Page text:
Cystinuria is responsible for the cystine stones. Cystinuria is a disorder in which a substance called cystine enters the urine of a human. A stone can form when there is too much in it.
Cystinuria is a genetic disorder, and it is not common.
What conditions and complications can they cause?
A person is at risk of developing complications when urine crystals turn into stones. Some risks with bigger, untreated stones, the National Kidney Foundation says, include:
- blockage of the ureter
- damage to the kidneys
- damage to the bladder
- kidney infections
If the crystals do not turn into stones, or if the stones are small enough, they pass out in their urine from a person’s body. Smaller stones may or may not cause symptoms, and the complications are unlikely.
When to see a doctor
Not all crystals in the urine merit a doctor’s flight. Nevertheless, if a person has any urinary symptoms, such as discomfort, frequent urination or fever, they should see their doctor.
A person should also see their urine crystals doctor if they are getting them regularly. The dietary changes can be beneficial. In some cases care may be required for an underlying health problem to help prevent future stones from forming.
According to the National Institute for Diabetes and Digestive and Kidney Diseases, a doctor will usually order a 24-hour examination of urine after a stone falls or is treated.
The person will collect samples of their urine over 24 hours during this examination which will go to a laboratory for analysis. The results will help the doctor determine if the person produces enough urine in a day and if their urine contains too many minerals.
A doctor will probably inquire about the symptoms of the individual, too. We will order more tests to check for other underlying health conditions.
Treatment depends on the type of stone a individual has formed, or is likely to develop. A doctor can prescribe over- the-counter pain relievers in some cases, and encourage the person to increase their intake of fluid to help flush out the stone.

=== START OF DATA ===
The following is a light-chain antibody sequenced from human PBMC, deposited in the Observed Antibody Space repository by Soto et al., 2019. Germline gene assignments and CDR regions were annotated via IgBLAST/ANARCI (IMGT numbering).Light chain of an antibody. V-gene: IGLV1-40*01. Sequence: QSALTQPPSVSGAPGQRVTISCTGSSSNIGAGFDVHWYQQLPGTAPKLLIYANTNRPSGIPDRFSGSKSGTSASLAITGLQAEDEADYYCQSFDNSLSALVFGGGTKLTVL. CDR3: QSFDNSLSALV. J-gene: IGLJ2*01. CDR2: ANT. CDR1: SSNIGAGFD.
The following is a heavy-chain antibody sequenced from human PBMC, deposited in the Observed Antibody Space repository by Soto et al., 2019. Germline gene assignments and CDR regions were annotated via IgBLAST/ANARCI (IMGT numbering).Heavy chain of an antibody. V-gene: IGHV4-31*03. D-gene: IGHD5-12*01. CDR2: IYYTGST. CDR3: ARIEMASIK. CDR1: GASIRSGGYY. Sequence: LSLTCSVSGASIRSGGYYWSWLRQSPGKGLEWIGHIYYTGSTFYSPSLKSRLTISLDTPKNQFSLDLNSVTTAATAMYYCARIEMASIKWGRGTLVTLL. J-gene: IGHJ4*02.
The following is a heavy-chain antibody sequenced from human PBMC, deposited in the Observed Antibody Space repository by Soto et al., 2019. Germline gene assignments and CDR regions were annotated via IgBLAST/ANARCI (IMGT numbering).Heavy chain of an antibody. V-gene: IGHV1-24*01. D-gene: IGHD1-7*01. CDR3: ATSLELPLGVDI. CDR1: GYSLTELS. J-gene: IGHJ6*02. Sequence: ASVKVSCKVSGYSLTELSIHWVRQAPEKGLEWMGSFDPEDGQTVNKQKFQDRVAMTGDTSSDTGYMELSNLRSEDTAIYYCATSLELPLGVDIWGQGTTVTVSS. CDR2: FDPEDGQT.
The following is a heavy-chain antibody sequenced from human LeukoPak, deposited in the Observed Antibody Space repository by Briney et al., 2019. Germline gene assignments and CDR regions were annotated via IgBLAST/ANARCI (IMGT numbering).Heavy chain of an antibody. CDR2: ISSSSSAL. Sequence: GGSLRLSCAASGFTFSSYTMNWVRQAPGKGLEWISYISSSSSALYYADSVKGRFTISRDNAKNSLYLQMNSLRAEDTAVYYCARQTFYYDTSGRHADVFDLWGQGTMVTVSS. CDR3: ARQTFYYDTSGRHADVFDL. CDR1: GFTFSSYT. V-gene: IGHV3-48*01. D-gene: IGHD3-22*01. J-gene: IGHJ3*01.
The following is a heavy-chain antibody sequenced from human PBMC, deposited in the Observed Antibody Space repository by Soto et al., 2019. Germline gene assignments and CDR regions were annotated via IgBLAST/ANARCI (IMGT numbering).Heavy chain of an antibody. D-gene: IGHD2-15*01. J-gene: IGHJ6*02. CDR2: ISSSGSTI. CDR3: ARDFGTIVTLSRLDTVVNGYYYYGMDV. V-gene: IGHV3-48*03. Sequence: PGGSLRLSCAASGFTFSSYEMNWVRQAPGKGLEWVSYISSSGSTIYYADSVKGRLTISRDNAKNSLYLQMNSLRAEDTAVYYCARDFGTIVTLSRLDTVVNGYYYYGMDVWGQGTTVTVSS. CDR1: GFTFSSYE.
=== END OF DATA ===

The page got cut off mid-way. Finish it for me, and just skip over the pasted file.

If the stone is too heavy a doctor may need to help break it up. We can use various methods to break up a larger stone including:
- shock wave lithotripsy, which breaks the stone into small pieces
- cystoscopy and ureteroscopy, which allow the doctor to find and break up or remove a larger stone
- percutaneous nephrolithotomy, which also allows the doctor to view and remove a larger stone
Drinking enough water and remaining well hydrated throughout the day helps prevent crystals from developing in the urine.
If a person consumes too much of a certain mineral, a doctor will probably prescribe a diet that minimizes or removes the mineral in question.
However, a doctor can prescribe medication or treatment to help prevent stone forming. Many pharmaceutical products and supplements a doctor may recommend include:
- potassium citrate
- allopurinol, for uric acid
- mercaptopropionyl glycine, which doctors often use to treat heart issues
Urine crystals aren’t a cause of concern. With minimal intervention they can in many cases move on their own.
Many have benign problems that are preventable, such as fatigue or excessive consumption of a certain food.
A doctor can prescribe extra fluid intake and medications to dull pain if people require care. In some cases, a doctor can extract the stone if the stone is huge, and in a potentially harmful location.